The star is surrounded by a faint emission nebula catalogued as Sharpless 27 (Sh2-27). The extended H II region is a bow shock nebula produced by the star as it plows its way through an immense cloud of dust and gas.
Zeta Ophiuchi is a luminous star with a high space velocity, located in a dust-rich region of the Milky Way. It is losing mass through a stellar wind at a rate of about 1.1 x 10-7 solar masses per year, or one solar mass every 9 million years. As it keeps moving, the bright blue star creates a spectacular shock wave in the direction of its motion. The star’s strong wind is compressing the gas in its way and making the massive shockwave glow in infrared light.
The shockwave was revealed in a composite image that combined infrared data obtained with NASA’s Spitzer Space Telescope with X-ray data captured by NASA’s Chandra X-ray Observatory. Chandra detected a bubble of X-ray emission from the gas in the star’s path, heated to tens of millions of degrees by the effects of a shock wave. Managed by NASA’s Marshall Space Flight Center, the Chandra program helped unveil details about the star’s complicated past.
The Chandra data and data collected by the Japanese Suzaku X-ray astronomy satellite were analyzed by a team led by Jesús Toala from the Institute of Astrophysics of Andalucia in Spain. The team investigated the presence of diffuse non-thermal X-ray emission associated with the star’s bow shock and found no trace of it. Additionally, none of the models fit the observed X-ray spectrum of the star. The best-fit model involved a two-temperature component (the plasma of the diffuse X-ray emission and the X-ray output of Zeta Oph). The findings indicated the existence of a mixing region between the shocked wind region and the ionized outer material.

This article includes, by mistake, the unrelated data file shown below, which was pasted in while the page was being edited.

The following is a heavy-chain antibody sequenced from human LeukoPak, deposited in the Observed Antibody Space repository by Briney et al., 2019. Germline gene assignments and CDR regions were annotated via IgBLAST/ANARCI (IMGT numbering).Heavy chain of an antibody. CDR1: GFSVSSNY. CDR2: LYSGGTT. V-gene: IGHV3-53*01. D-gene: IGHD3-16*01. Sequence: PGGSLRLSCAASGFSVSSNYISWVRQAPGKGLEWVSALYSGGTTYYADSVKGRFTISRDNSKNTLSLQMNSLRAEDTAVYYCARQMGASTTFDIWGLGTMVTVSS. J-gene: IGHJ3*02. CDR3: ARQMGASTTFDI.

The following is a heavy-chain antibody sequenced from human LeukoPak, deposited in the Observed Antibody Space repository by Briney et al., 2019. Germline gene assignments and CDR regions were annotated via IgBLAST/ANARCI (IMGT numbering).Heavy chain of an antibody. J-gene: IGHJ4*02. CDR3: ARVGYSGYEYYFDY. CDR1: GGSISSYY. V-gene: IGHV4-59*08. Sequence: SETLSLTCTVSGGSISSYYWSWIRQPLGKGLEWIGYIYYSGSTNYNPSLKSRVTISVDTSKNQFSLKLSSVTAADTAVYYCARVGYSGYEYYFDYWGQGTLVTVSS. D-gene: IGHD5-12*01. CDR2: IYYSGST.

Scientists led by Samuel Green from the Dublin Institute for Advanced Studies in Ireland used computational models of the star to better understand the data captured at different wavelengths, including optical, infrared, X-ray, and radio observations. They created detailed computer models of the bow shock using archival Chandra and Spitzer observations and found that all three different computer models of the shockwave predicted fainter X-ray emission than the one observed. The X-ray glow is brightest near the star and two of the three computer models predict that it should be brighter near the shock wave. The results of the study were published in the journal Astronomy and Astrophysics. The scientists plan to create more complicated models that will include the effects of turbulence and particle acceleration to better understand the X-ray data.
NASA’s Wide-field Infrared Survey Explorer (WISE) captured the bow shock in the infrared. The compressed material in the bow shock glows in infrared light but cannot be detected in the visible band.
Zeta Ophiuchi is a runaway star, moving through space with a peculiar velocity of 30 km s-1. It was identified as a runaway in the 1950s because of its high proper motion and large velocity with respect to the surrounding interstellar matter. The high velocity is confirmed by the presence of the bow shock.